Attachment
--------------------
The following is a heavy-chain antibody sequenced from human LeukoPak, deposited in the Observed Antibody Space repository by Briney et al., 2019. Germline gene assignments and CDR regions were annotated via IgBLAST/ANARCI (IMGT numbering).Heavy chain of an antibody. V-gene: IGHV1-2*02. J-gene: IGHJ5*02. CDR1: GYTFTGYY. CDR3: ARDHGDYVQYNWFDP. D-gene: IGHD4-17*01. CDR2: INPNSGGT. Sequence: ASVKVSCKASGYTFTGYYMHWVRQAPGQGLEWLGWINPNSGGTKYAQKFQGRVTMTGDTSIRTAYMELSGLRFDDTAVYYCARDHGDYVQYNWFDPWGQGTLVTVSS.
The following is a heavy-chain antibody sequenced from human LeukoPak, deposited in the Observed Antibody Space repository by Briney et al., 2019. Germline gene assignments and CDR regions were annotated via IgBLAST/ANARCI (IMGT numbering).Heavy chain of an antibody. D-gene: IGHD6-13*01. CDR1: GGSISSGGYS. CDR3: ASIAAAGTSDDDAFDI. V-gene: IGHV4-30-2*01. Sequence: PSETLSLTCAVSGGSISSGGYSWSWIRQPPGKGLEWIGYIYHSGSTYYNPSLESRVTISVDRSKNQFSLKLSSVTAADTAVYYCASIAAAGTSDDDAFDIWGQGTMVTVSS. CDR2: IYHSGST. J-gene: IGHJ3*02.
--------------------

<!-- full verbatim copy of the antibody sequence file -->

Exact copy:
The following is a heavy-chain antibody sequenced from human LeukoPak, deposited in the Observed Antibody Space repository by Briney et al., 2019. Germline gene assignments and CDR regions were annotated via IgBLAST/ANARCI (IMGT numbering).Heavy chain of an antibody. V-gene: IGHV1-2*02. J-gene: IGHJ5*02. CDR1: GYTFTGYY. CDR3: ARDHGDYVQYNWFDP. D-gene: IGHD4-17*01. CDR2: INPNSGGT. Sequence: ASVKVSCKASGYTFTGYYMHWVRQAPGQGLEWLGWINPNSGGTKYAQKFQGRVTMTGDTSIRTAYMELSGLRFDDTAVYYCARDHGDYVQYNWFDPWGQGTLVTVSS.
The following is a heavy-chain antibody sequenced from human LeukoPak, deposited in the Observed Antibody Space repository by Briney et al., 2019. Germline gene assignments and CDR regions were annotated via IgBLAST/ANARCI (IMGT numbering).Heavy chain of an antibody. D-gene: IGHD6-13*01. CDR1: GGSISSGGYS. CDR3: ASIAAAGTSDDDAFDI. V-gene: IGHV4-30-2*01. Sequence: PSETLSLTCAVSGGSISSGGYSWSWIRQPPGKGLEWIGYIYHSGSTYYNPSLESRVTISVDRSKNQFSLKLSSVTAADTAVYYCASIAAAGTSDDDAFDIWGQGTMVTVSS. CDR2: IYHSGST. J-gene: IGHJ3*02.